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Pope anoints sick at Lourdes on last day in France

LOURDES, France (Reuters) - Pope Benedict anointed and prayed for 10 ailing Roman Catholics on Monday during his final mass at the Lourdes shrine in southwestern France whose waters are reputed to have the power of miraculous healing.

Pope Benedict XVI holds a monstrance during a ceremony following an Eucharistic procession at La Prairie in Lourdes on September 14, 2008. REUTERS/Jean-Philippe Arles

Patients on wheeled stretchers and elderly in wheelchairs, many huddled under blankets against the morning chill, joined about 30,000 faithful outside the basilica built over the grotto where the Virgin Mary is said to have appeared in 1858.

Although Lourdes is known for the 67 miracles the Catholic Church says have occurred there, Benedict made no mention of them in his sermon on devotion to Mary. The anointing with consecrated oil was meant to bring spiritual healing, he said.

“Christ is not a healer in the manner of the world,” the German-born pontiff explained in his sermon. “Christ’s presence comes to break the isolation which pain induces. Man no longer bears his burden alone.”

Of the 10 he anointed, Benedict addressed eight in French, one in English and one in German. Only three were well enough to walk up unaided and kneel before him as he applied the oil to their foreheads and hands.

Benedict was due to return to Rome after the mass, the end of a four-day visit during which he encouraged a greater role for faith in French public life and told French bishops to make more space in their church for traditionalist Catholics.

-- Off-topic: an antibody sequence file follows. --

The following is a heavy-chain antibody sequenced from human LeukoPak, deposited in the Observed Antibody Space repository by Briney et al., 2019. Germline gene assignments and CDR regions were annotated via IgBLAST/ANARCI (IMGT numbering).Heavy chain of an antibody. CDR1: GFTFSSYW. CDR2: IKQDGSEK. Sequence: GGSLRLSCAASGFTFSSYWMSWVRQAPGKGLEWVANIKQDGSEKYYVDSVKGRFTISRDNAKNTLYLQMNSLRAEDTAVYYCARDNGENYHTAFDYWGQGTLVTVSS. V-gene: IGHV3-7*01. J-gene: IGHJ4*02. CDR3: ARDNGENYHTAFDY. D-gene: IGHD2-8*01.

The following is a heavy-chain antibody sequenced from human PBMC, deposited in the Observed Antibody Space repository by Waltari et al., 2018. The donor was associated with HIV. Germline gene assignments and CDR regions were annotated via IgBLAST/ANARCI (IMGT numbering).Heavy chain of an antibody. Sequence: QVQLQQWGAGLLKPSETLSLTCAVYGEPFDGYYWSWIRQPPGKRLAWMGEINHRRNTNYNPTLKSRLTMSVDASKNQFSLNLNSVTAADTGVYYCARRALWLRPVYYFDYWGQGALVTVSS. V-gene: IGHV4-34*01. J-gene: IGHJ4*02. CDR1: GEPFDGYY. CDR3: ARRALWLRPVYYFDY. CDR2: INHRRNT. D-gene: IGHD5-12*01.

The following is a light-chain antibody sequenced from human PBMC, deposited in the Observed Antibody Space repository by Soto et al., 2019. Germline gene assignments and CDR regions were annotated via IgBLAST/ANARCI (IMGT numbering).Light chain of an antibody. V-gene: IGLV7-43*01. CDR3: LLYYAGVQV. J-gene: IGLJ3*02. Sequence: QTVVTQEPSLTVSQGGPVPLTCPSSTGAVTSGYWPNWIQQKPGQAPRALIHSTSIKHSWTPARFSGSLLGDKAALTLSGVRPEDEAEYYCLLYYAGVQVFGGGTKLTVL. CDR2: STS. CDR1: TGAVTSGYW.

His calls for a more tolerant “laicite,” the French division of church and state that mostly sidelines religion from public affairs, echoed those of President Nicolas Sarkozy but elicited criticism from secularists opposed to any change.


The pope’s masses and prayers during the four-day trip, timed to celebrate the 150th anniversary of the apparitions of Mary, displayed touches of the more traditional Catholicism he has emphasized during his papacy.

Compared to masses celebrated by his predecessor Pope John Paul, who last visited here in 2004, there were more Latin prayers. More older-style objects, such as chalices and candle-holders, were used during the liturgy.

French bishops were among the most critical of a decree last year by which Benedict allowed more frequent use of the old Tridentine mass, the centuries-old service in Latin preferred by traditionalists in the Church.

But Benedict told them on Sunday to make room for traditionalists.

“Everyone has a place in the Church,” he said of those who preferred the Latin Mass to the new liturgy in modern languages introduced after the Second Vatican Council ended in 1965.

He also addressed other issues debated in France and of wider relevance to Catholics in other affluent countries.

He said the Vatican could not recognise “irregular unions” of Catholics who divorce and remarry outside the Church, an increasingly frequent phenomenon in developed countries.

The Church does not recognise divorce, considering the first marriage valid until the divorced obtain an official Church annulment of that union. Those who remarry without such an annulment are barred from receiving communion at mass.

Bishops in several countries have argued for some opening on this difficult issue, but Benedict said the Church could not change teachings on marriage laid down by Jesus himself.

The pope also urged the bishops to pursue serious dialogue with other religions but not waste time in talks that lead nowhere. This appeared to refer to relations with Muslims, whose 5-million-strong minority in France is Europe’s largest.